A Cock and Bull AdaptationEvery film-goer has weaknesses that color their film-going choices. I have a surprising number of friends, for example, who got in line early for Saw II in October and Hostel in January -- for them, the golden winter and summer movie seasons are just lulls between horror films. Meanwhile, while I can't get too excited about today's more body-mutilating slasher flicks, I instead get amped for odd and eclectic bits of genre. Behind the scenes stories. Costume dramas. Post-modern comedy. Movies where dudes talk with British accents.
Needless to say, I've been excited for Tristam Shandy: A Cock and Bull Story for months. Michael Winterbottom (24 Hour Party People) directing Steve Coogan (24 Hour Party People) in a post-modern comedy about the adapting of an classic British novel into a feature film? Couldn't have done better if I'd ordered it out of a catalogue.
In preparation, I started to try and read The Life and Opinions of Tristam Shandy (the Laurence Sterne series of books upon which the story is based) online. The style isn't particularly dense, and the narrator's voice is sharp and pure; it's genuinely likable in short bursts. The long haul, though, is a hyperactive dash from subject to subject. It's not postmodern, it's modern in the Woody Allen/Husbands and Wives sense of the term, which means it rambles on a lot and doesn't seem to go anywhere in particular.
But, like I said, likable. Full of funny, well-observed bits, too:
Pray, my dear, quoth my mother, have you not forgot to wind up the clock ? ---- Good G -- ! cried my father, making an exclamation, but taking care to moderate his voice at the same time, ---- Did ever woman, since the creation of the world, interrupt a man with such a silly question?
However, after a few chapters I realized that most likely the movie would make great sport of how no one involved with the project had ever actually read the book. It's the easy joke, after all. Christopher Guest would orchestrate it into a crescendo of comedy. So why try to be any better than Christopher Guest.
But, going in semi-ignorant, expecting a genre-defying comedy… I found myself watching something entirely different.
I forget too often that the British education system actually makes their students read classic works of literature beyond Hamlet and Hamlet II: Horatio, Maybe It Is Your Fault After All; I'd also forgotten (and please, forgive me) that every British writer and director is not just like Ricky Gervais. Tristam Shandy: A Cock and Bull Story is decidedly uneven, veering wildly between entertainingly straight-up adaptation, rusty behind-the-scenes comedy, and jarringly personal character study. But it's fresh and smart, with scenes that truly surprised jaded ole me. See, I was expecting comedy. I wasn't expecting to be touched.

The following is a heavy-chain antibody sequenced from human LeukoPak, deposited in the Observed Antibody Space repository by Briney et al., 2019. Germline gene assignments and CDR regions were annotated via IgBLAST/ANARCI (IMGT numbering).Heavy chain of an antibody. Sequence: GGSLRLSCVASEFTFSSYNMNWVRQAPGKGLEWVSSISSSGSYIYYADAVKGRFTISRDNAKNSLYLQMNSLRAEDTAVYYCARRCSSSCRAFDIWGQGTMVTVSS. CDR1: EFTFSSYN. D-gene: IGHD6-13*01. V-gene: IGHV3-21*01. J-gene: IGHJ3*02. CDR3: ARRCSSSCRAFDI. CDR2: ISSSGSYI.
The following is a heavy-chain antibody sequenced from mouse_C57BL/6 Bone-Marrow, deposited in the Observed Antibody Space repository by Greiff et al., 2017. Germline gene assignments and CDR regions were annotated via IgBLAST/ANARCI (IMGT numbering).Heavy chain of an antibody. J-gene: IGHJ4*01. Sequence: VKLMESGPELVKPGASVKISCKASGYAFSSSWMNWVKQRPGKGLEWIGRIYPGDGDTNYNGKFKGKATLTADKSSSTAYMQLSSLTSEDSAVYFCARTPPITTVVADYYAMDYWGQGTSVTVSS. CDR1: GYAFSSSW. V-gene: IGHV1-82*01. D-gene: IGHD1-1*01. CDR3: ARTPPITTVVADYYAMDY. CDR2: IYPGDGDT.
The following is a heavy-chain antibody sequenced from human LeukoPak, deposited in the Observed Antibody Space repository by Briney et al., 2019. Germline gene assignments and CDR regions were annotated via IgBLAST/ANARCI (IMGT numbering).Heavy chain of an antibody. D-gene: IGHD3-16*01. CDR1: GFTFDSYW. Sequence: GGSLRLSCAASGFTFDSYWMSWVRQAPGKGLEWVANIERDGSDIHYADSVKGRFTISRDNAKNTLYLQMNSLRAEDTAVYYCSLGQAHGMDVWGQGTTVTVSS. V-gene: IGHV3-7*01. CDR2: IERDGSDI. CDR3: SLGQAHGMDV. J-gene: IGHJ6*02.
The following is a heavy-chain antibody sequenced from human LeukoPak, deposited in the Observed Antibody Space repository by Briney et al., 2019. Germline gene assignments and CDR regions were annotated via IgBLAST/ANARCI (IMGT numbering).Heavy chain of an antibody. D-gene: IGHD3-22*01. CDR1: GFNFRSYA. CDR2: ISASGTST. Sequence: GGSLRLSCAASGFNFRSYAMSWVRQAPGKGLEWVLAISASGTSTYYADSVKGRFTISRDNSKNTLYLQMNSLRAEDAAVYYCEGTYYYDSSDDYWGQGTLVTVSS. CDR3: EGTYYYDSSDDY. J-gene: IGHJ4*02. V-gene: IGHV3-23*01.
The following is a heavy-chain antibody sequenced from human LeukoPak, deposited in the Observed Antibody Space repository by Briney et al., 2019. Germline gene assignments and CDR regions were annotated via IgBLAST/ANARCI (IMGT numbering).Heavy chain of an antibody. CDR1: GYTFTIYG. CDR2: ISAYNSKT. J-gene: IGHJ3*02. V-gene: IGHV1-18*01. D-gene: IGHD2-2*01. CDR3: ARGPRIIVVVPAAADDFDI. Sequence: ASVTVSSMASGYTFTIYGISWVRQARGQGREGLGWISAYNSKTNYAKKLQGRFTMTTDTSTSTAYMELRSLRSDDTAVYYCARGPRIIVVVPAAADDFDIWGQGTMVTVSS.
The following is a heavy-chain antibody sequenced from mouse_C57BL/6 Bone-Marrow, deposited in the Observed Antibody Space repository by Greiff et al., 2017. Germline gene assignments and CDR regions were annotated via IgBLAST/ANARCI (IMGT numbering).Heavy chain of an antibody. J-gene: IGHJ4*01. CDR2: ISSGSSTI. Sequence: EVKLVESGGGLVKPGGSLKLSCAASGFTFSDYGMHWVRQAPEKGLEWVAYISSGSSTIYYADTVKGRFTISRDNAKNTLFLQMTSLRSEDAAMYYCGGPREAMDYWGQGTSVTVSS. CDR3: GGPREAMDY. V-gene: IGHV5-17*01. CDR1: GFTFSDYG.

Steve Coogan plays himself playing Tristam Shandy, who (within the adaptation) plays his own father in scenes adapted from the novel with a decidedly modern flair. Joined by a veritable fleet of people-you-recognize-from-BBC-America (including Shirley Henderson, Stephen Fry, Jeremy Northam, Naomie Harris, Kelly MacDonald, Keeley Hawes, Ashley Jensen, and Elizabeth Berrington, some of whom play themselves playing characters, while others play fictional characters in the real world), we eventually pull back from the adaptation to see the scurrying about behind the scenes, as the production juggles script changes, budget over-runs, Steve Coogan's concern that Rob Brydon's shoes make him look taller, and a slightly bizarre cameo by Gillian Anderson.
There are clear comedy set pieces -- Coogan trying out the model womb from
which he'll later be narrating, the dailies of a battle scene that cover everything
except any actual combat. But the general tone is almost helpless, the sense
of being trapped in layers that you can't fully conceive. It doesn't make for
the most consistently
entertaining picture, but the risks that Winterbottom takes, avoiding the easy jokes in favor of deeper moments, are ultimately rewarding. I haven't been able to stop thinking about Coogan, waking up in the middle of the night to wander through the chaos of a fake battlefield, which the soldier extras and production crew have transformed into a surreal exercise in hedonism. He looks around, lost, unsure of where he is and where he's supposed to be. It's a moment that sticks.
As I said before, I'd forgotten how literate Britain can be -- which means that on the production of Tristam Shandy, Steve Coogan is the only person who hasn't read the actual book -- and thus has no idea what he's doing. Although a running joke throughout the course of the film is that Rob Brydon's part in the film slowly develops into a co-lead, the film ultimately rests on Coogan's trio of characters. Coogan-the-actor is status-obsessed and prone to making out with PAs, William Shandy is an obtuse intellectual, and Tristam Shandy spends the entire film narrating the story of his birth, without ever really being born. It's a challenging trio of performances, and they all seem to come from the same place -- men playing a role, never quite sure where the action is going. Unscripted.